While previous primary cell culture of ATII cells has been successful in mouse and rat models, the ATII cell phenotype is quickly lost in traditional, submerged cell culture systems. In this regard, ATII cells transform from their cuboid shape to flattened cells, surfactant synthesis and sorting into lamellar bodies is lost [3]. Ideally, in vitro models for ATII cell function would be 3-dimensional, include airflow, an air-liquid interface, with tissue stretching and movement to better approximate the in vivo environment of these cells. Submerged cell culture does not mimic the in vivo environment of these cells and therefore, does not allow for accurate depiction of in vivo function of ATII cells [4]. In vivo, ATII cells sit in the corner of alveoli between air of the external environment and the capillary endothelial cells. Maintenance of ATII cell phenotype in vitro has been markedly improved with the use of air-liquid interface cultures in rat models [5]. The air-liquid interface cultures more closely approximates the in vivo conditions and allows for continued expression of surfactant from ATII cells.

The rationale for this study is multi-dimensional. Although marked improvements in primary ATII cell culture have been made in rat and mouse models, primary ovine ATII cell culture from large animals has not progressed. With respect to large animals, the in vivo ovine model is widely utilized in understanding mechanisms and treatments of cardiopulmonary diseases across ages [610]. Primary ovine ATII cells, in turn, are useful for dissecting mechanisms at the cellular level to elucidate responses observed in vivo, and ultimately to better understand human ATII cell morphology and physiology. Previous study of primary ovine ATII cells in early development has been limited to a single time point [11,12]. Refinement of the primary culture method would allow for further experimentation of cell function, response to environmental or pharmacologic exposures (i.e. tobacco smoke, low or high atmospheric pressure, altered oxygen concentration), and age-dependent differences of these responses. A further rationale for our study, is that biobanked cryopreserved tissue would increase availability and expand utility of tissues harvested following in vivo. To address these issues, we present a new approach allowing for isolation of viable ovine ATII cells from fresh and cryopreserved tissue, with preserved morphology and ability to produce surfactant proteins under normal and hyperoxic conditions, and evaluate differences between submerged and air-liquid interface systems for up to 7 days in culture.

Materials and Methods

Elastase, fetal bovine serum (FBS), penicillin/streptomycin solutions, Glutamine, Amphotericin B, and normal goat serum were purchased from Gemini Bio Products. DNaseI, Dexamethasone, 8-Bromoadenosine 3′,5′-cyclic monophosphate sodium salt (8-Br-cAMP), 3-isobutyl-1-methylxanthine (IBMX), dithiothreitol (DDT), and Gentamicin were purchased from Sigma-Aldrich (St. Louis, MO). Hanks Balanced Salt Solution(HBSS) buffer, Dulbecco’s Modified Eagle Medium (DMEM)/F12 medium, and Transwell 12mm inserts with polyester membranes (pore size 0.4μm) were obtained from Corning Inc. (Lowell, MA). Recombinant human keratinocyte grow factor (KGF) was purchased from Peprotech (Rocky Hill, NJ). Matrigel was purchased from BD Biosciences (Franklin Lake, NJ). Rabbit anti–bovine surfactant protein A (SP-A) polyclonal antibody and goat anti-rabbit IgG Horseradish Peroxidase (HRP) conjugated secondary antibody were purchased from Millipore,(Billerica, MA). Rabbit anti-human pro+mature surfactant protein B (SP-B) polyclonal antibody was purchased from Abcam Inc. (Cambridge, MA), rabbit anti mouse pro surfactant protein C (SP-C) polyclonal antibody was from Seven Hills Bioreagents (Cincinnati, OH), Alexa Fluor488 donkey anti-rabbit IgG secondary antibody and Prolong Gold antifade reagent with DAPI (mounting medium) was from Molecular Probe (Eugene, OR). Mouse anti-human GAPDH antibody was purchased from BioRad (Hercules, CA) and sheep anti-mouse IgG HRP conjugated secondary antibody was purchased from GE Healthcare U.K. Limited (Buckinghamshire, UK). mRNA purification RNeasy mini kit was purchased from Qiagen Inc. (Valencia CA), Maxima SYBR Green qPCR Master Mix and RevertAid first strand cDNA synthesis kit from Thermo Scientific (Waltham, MA) and BCA Protein Assay Kit and SuperSignal West Pico chemiluminescent substrate were purchased from Pierce, (Rockford, IL).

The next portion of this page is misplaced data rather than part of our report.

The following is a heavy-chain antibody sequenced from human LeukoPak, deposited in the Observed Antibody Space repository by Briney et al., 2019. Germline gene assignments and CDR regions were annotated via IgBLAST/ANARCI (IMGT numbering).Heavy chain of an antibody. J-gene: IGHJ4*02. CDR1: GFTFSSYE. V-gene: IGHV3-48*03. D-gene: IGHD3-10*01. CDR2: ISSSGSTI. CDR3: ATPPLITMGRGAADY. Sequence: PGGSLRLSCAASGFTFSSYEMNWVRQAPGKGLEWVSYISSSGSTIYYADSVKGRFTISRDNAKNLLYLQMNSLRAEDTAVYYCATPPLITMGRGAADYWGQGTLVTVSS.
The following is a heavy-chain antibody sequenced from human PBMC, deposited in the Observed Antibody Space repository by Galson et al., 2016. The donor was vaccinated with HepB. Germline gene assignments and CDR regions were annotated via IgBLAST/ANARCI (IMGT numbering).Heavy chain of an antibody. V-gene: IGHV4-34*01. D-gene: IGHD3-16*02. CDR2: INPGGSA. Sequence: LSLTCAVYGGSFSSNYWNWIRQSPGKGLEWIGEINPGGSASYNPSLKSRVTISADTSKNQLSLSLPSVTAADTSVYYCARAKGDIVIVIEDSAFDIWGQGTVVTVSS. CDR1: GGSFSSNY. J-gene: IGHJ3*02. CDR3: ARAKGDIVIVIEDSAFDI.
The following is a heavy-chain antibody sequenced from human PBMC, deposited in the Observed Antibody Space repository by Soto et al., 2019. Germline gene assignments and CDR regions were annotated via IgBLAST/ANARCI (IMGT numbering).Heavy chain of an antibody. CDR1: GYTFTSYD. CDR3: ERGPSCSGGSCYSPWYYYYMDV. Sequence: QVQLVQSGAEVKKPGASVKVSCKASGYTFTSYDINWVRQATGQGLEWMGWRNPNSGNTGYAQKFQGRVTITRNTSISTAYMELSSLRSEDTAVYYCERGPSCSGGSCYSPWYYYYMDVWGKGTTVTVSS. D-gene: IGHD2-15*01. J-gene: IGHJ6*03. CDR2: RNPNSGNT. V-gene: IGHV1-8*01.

Isolation and Culture of Ovine Alveolar Type II Cells

Tissue origin.

Lung tissue was isolated from sheep (n = 14; premature (n = 7): 128 days gestation; juvenile (n = 7): 6 months) after intubation and 4 hrs of mechanical ventilation with supplemental oxygen. Prematurely delivered sheep at 128 days gestation are considered surfactant deficient and were treated with exogeneous surfactant replacement therapy ((lucinactant, Discovery Laboratories, Inc., Warrington, PA) within 10 mins following delivery. Sheep were humanely euthanized (sodium pentobarbitol; 100 mg/kg) according to the Institutional Animal Care and Use Committee (IACUC) at Temple University School of Medicine and performed in accordance with National Institutes of Health guidelines. The same IACUC approved the entire study.

Lung excision was performed using sterile scissors and forceps. Excised lung tissue was placed in sterile tubes containing sterile saline solution. After the large airways were carefully removed, the tissue was cut into 2–3 cm2 pieces, washed 3x to remove blood, and immediately processed or cryopreserved using the protocols below.

Cryopreservation of lung tissue.